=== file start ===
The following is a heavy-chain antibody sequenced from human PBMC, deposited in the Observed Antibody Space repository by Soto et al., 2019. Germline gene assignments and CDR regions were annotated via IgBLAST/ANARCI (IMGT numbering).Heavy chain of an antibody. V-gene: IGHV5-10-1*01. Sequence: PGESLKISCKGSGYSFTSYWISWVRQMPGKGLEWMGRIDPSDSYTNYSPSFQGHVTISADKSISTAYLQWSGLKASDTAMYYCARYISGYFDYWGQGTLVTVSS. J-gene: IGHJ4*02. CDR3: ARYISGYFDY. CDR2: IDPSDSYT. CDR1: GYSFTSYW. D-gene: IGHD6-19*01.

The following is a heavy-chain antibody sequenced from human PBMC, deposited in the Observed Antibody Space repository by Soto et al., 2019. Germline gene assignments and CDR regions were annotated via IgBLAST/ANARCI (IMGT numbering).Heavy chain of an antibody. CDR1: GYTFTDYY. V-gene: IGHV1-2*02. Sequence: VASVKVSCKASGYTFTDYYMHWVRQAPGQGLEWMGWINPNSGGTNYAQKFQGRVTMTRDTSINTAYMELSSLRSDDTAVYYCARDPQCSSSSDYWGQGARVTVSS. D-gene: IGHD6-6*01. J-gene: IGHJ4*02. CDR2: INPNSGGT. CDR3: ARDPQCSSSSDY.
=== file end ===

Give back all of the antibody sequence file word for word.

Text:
The following is a heavy-chain antibody sequenced from human PBMC, deposited in the Observed Antibody Space repository by Soto et al., 2019. Germline gene assignments and CDR regions were annotated via IgBLAST/ANARCI (IMGT numbering).Heavy chain of an antibody. V-gene: IGHV5-10-1*01. Sequence: PGESLKISCKGSGYSFTSYWISWVRQMPGKGLEWMGRIDPSDSYTNYSPSFQGHVTISADKSISTAYLQWSGLKASDTAMYYCARYISGYFDYWGQGTLVTVSS. J-gene: IGHJ4*02. CDR3: ARYISGYFDY. CDR2: IDPSDSYT. CDR1: GYSFTSYW. D-gene: IGHD6-19*01.

The following is a heavy-chain antibody sequenced from human PBMC, deposited in the Observed Antibody Space repository by Soto et al., 2019. Germline gene assignments and CDR regions were annotated via IgBLAST/ANARCI (IMGT numbering).Heavy chain of an antibody. CDR1: GYTFTDYY. V-gene: IGHV1-2*02. Sequence: VASVKVSCKASGYTFTDYYMHWVRQAPGQGLEWMGWINPNSGGTNYAQKFQGRVTMTRDTSINTAYMELSSLRSDDTAVYYCARDPQCSSSSDYWGQGARVTVSS. D-gene: IGHD6-6*01. J-gene: IGHJ4*02. CDR2: INPNSGGT. CDR3: ARDPQCSSSSDY.